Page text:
The haunting of Parliament House

As Albanese shrinks from view, Peter Dutton fills the void by simply being there

If you were Anthony Albanese, you’d be asking yourself, is it me? Or is it him? Am I that boring, or is Peter Dutton’s charismatic presence catching fire?

Either way, there can be no news worse for a sitting prime minister than to be told that more Australians would now prefer Dutton to be doing your job than you – the man once so universally considered unelectable that his own wife had to publicly declare him “not a monster”.

Conventional wisdom says that Albanese has screwed the pooch; so successful has he been at making himself the smallest target possible, he has become entirely invisible, leaving everyone with nothing more than a vague memory of voting Labor last time because literally anything was going to be better than another three years of Scott Morrison.

Nature, so the theory goes, abhors a vacuum, and the Albanese-shaped hole that Albanese left where his substance was supposed to be has been filled instead by the blunt force trauma one feels every time Peter Dutton speaks.

Really what this means is that the Australian voting public still has undiagnosed PTSD from the decade of Coalition rule and is unable to recognise that it’s being lured back into the same black hole by Dutton’s siren song of fact-free negativity. For want of anything better to do, since the current government exists only in theory and not at all physically so far as anyone has noticed.

Perhaps. That is a very harsh assessment of the Labor government, which has in reality undone a lot of the damage its predecessor’s vandalism left behind. What it has not done is inspire, preferring instead to present like sternly disapproving parents cleaning up the mess.

Which is fine, except it turns out that the old truism about what people expect from the Australian Labor Party is true. The clue is in the name, folks. If we wanted you to be a grey, sensible party of the centre-right, we’d have called you the Liberal Party. Cognitive dissonance is still a thing.

Dutton, meanwhile, has simply taken the next logical step for whatever the Liberal Party now is (definitely not liberal, certainly not conservative, in truth almost indistinguishable from the “I don’t like it” studied ignorance politics of One Nation). Having no policies at all is very freeing (no I do not consider his “seven nuclear power plants by 2050 pledge” to be a policy, it has as much substance as a fart at the dinner table), and he also understands that completely ignoring the mainstream media no longer matters at all.

Can you win an election with no policy program? Abbott did. Morrison did. If you critically examine the Coalition’s period of government – particularly compared to what Julia Gillard pulled off in two years with a hung parliament – its record of legislative achievements is risible. It promised very little and delivered even less.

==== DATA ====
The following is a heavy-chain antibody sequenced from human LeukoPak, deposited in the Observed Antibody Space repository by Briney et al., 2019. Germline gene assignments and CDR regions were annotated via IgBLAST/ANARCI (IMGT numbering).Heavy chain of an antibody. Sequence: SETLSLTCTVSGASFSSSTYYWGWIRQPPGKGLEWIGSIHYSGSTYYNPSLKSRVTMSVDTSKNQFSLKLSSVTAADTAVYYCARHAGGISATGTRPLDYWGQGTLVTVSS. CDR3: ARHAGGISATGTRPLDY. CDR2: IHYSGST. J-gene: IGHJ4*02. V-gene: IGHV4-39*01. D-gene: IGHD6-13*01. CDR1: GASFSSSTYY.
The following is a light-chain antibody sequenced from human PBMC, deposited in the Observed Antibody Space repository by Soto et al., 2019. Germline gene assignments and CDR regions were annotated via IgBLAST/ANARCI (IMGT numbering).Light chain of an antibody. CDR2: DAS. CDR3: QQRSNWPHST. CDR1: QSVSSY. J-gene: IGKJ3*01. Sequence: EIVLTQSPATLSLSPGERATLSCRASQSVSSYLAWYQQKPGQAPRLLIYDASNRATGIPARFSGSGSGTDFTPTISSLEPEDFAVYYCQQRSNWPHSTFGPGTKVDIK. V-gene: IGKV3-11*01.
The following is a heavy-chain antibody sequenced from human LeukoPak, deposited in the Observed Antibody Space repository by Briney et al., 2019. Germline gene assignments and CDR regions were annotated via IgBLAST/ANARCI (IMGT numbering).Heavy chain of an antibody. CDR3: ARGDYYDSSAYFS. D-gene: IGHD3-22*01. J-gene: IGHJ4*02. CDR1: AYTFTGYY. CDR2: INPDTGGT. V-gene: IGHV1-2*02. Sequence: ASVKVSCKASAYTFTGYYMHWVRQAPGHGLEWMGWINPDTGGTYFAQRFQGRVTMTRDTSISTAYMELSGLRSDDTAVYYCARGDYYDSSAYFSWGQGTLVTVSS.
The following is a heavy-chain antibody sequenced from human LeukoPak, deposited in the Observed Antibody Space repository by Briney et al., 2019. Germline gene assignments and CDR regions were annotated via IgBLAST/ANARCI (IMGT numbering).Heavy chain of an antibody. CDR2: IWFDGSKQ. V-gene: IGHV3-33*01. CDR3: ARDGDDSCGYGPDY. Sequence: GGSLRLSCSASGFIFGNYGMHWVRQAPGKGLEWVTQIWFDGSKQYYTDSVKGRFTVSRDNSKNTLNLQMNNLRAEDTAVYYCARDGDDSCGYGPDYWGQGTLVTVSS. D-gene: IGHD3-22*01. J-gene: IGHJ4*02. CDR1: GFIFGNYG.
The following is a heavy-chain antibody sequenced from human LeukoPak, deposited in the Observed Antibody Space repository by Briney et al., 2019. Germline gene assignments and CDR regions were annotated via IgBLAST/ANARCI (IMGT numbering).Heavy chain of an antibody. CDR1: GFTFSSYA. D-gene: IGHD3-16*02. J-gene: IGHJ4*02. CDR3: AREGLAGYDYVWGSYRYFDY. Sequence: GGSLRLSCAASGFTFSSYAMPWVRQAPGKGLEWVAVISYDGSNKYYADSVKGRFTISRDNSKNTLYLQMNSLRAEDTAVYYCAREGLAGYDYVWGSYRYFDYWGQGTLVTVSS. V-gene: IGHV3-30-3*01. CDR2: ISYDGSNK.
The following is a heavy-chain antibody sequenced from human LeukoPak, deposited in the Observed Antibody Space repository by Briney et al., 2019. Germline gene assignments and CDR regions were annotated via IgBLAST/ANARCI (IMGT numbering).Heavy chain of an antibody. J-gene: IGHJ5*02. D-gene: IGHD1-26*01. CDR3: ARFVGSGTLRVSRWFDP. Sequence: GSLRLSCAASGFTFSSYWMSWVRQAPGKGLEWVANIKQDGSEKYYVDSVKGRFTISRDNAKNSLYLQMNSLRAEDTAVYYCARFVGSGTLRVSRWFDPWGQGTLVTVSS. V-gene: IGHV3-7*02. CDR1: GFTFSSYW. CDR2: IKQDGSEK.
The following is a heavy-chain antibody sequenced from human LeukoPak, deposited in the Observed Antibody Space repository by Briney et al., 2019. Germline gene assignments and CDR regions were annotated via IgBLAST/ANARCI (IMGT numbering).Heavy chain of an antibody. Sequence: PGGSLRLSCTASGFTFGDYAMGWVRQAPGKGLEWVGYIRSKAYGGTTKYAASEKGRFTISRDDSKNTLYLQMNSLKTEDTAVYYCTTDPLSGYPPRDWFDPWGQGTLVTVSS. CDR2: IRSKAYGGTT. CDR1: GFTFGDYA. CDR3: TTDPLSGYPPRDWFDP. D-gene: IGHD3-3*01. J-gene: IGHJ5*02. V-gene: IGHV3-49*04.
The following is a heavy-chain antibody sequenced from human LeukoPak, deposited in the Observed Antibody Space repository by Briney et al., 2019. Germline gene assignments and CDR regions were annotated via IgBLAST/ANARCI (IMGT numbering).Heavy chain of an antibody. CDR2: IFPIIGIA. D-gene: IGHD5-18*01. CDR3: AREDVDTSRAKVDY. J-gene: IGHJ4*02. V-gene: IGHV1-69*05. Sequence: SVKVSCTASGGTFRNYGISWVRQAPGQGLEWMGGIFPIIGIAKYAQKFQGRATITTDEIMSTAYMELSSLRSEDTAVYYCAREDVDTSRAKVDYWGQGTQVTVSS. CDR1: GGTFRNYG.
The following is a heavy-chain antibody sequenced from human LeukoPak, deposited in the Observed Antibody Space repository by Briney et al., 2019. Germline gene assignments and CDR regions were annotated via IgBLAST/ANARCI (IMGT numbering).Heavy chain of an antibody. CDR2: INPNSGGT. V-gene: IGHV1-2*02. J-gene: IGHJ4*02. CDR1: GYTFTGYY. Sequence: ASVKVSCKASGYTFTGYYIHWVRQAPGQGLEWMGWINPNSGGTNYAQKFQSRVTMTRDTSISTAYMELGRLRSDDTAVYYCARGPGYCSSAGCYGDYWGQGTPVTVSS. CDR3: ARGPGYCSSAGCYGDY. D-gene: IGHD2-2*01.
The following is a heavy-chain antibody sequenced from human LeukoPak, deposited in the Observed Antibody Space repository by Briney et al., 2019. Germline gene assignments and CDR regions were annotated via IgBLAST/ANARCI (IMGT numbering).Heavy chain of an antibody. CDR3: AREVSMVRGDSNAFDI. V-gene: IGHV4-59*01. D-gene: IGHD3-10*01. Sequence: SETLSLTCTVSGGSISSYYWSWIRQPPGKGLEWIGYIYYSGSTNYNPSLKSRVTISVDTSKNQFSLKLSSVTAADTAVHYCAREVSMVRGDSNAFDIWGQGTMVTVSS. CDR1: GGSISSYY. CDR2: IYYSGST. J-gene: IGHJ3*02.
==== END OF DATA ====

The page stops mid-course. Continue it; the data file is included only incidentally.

However, it’s arguable that the only reason voters gave up on the experiment was the sheer embarrassment of being associated with Scott Morrison. While it’s impossible to like Dutton, it’s also impossible to recall anything he’s ever actually said. For much of the population, that’s enough to draw them back to the default position that, when it’s the economy, stupid, you go with the “conservatives”.

Which is not to say that Dutton has much chance of becoming prime minister, because the other (positive) forces that have been happily filling the vacuum Labor is providing are the soothing colours of green and teal.

Both major parties will fight the wrong election next year, as they always do, pretending to themselves that they still have a duopoly on power. How it ends anywhere other than a minority Labor government I’m not really seeing.

If Labor would like a different result then it will need to remember that, fairly or not, the Australian electorate does not see it as the natural party of government and never has. I mean, seriously, Dutton? Come on.

Michael Bradley is a writer and managing partner at Marque Lawyers.

“Dutton’s nuclear fantasy a disaster for the Aust economy, energy prices & climate action. This is a Trojan horse policy to keep coal and gas firing.”

Zali Steggall on the costs of delaying – or scrapping – renewables.

“Lighten up.”

James Ashby, Pauline Hanson’s chief of staff, to Robert Irwin after Irwin issued a defamation concerns notice over the use of his character in a One Nation cartoon.

10 million

The amount of people displaced in Sudan because of war and severe food shortages – the highest number of displaced people in the world.

No change

The Reserve Bank has again left official interest rates on hold, where they have been since November last year.

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